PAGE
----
I also keep a running list of questions I have.This is usually reserved for the big picture questions, or questions that are very specific, but would take too long to answer in the heat of the moment. My list is about 4 pages long in word and I've been doing this for a while. People joke on here that IB is so easy and it is just reformatting PowerPoints. Obviously, there are difficult things going on. It is not a cake walk. Lots of obscure terminology and things you just won't know. Don't get too down in the dumps. Everyone messes up a lot early on.

Most Helpful
Jun 7, 2021 - 12:24am
Fugue, what's your opinion? Comment below:

Coming out of the woodwork for this since I am a senior who has dealt with this before in analysts.

On the one hand don't beat yourself up too much if all you need is more reps. Understanding comes with time and repetition.

That said, you need to improve in time, and the sooner the better. There are 2nd+ year analysts who are decent enough on excel/ppt but seem not to "get it", or lack common sense when it comes to putting materials together. Keep in mind that most of the analyses you put together are highly-calibrated persuasive argumentation, and not just expository writing. As a general matter, if you're putting comments through blindly but not thinking holistically about whether and how those changes have enhanced the persuasiveness of the pitch deck / model / memo / etc., you need to do so.

There are lots of potential reasons why your work diverges from the expectations of your seniors. Maybe you don't understand the purpose or internal logic of the particular analysis you're doing. Maybe you haven't adapted yourself to the team you are on, and need to work on understanding and anticipating the team's preferences as you draft materials. Maybe you don't understand the high-level view your team is taking (and the counterarguments to it) well enough to be able to navigate the task of preparing materials that take a position on these issues. The list goes on.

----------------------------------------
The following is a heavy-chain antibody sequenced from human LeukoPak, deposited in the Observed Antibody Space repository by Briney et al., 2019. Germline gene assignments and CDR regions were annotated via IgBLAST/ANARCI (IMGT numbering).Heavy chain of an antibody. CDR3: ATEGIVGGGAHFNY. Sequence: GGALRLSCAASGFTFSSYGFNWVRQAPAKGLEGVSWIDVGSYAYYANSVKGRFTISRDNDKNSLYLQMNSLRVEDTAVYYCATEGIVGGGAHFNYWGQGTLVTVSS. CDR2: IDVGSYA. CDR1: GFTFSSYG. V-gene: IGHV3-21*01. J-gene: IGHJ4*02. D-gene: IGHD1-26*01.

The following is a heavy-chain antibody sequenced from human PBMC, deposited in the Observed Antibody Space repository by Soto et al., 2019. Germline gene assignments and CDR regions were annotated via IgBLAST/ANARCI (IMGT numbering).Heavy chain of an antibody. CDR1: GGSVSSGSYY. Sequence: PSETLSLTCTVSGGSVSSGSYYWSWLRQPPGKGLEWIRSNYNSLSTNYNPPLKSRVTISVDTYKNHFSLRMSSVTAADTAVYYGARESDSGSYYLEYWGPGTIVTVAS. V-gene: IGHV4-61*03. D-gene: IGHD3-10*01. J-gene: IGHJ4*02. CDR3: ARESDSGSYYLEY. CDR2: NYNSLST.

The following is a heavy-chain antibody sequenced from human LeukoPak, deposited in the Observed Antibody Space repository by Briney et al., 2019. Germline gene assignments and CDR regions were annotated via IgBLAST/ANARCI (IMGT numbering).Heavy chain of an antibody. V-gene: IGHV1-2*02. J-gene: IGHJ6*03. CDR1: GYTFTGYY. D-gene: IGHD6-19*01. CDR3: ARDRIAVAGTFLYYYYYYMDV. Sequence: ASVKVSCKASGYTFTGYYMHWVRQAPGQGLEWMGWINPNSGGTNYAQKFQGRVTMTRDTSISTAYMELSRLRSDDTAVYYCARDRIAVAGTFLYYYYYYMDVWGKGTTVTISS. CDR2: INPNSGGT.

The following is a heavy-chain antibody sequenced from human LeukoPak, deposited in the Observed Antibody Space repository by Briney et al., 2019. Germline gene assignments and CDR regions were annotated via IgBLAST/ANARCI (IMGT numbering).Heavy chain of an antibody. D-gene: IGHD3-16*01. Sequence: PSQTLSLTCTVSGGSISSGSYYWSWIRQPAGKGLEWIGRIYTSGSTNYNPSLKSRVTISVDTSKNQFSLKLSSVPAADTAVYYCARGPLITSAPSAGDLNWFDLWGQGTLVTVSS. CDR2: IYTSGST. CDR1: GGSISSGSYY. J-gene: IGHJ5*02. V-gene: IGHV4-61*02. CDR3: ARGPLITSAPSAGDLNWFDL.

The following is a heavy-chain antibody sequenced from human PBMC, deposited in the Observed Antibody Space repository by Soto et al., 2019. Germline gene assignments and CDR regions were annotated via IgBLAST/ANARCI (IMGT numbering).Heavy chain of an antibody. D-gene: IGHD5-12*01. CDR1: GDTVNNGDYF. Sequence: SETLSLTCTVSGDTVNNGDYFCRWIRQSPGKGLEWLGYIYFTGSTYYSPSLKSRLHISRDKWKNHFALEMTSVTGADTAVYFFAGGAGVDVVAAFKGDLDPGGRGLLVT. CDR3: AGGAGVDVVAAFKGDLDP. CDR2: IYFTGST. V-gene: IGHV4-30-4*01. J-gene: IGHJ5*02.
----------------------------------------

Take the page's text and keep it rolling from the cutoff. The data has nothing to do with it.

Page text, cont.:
Bottom line - just focus in the beginning on being methodical and getting it right. Dont avoid asking questions if it's going to result in bad work product, but ask questions efficiently and preferably not the same one twice. With time you will become fast and good, but for now I would advise you to focus on being good and thorough so that you can develop the proper foundation.


  • 14
  • Analyst 1 in IB - Cov
Jun 7, 2021 - 11:43am

Highly second this. I'm a 1st year but my associates / VPs generally let me hold the pen on all of the materials I touch because I did everything listed above. I think it's extremely important to ask your associate or VP to hop on a call and talk through the shell of the materials before you even get started. This helps you get a better understanding of what you need to show and why you're showing it. After enough reps, you begin to understand exactly what needs to be shown in a deck and the order in which it needs to be presented. Tbh I feel like this is more important than knowing how to model because you'll always need to reach out for clarifications or more specifics when you're working on a model, but being able to put together a good client deck on your own really makes you stand out. Focus on knowing your pages inside and out and perfecting the little details and you'll be a good analyst in no time.

Jun 7, 2021 - 4:10pm
rabbit, what's your opinion? Comment below: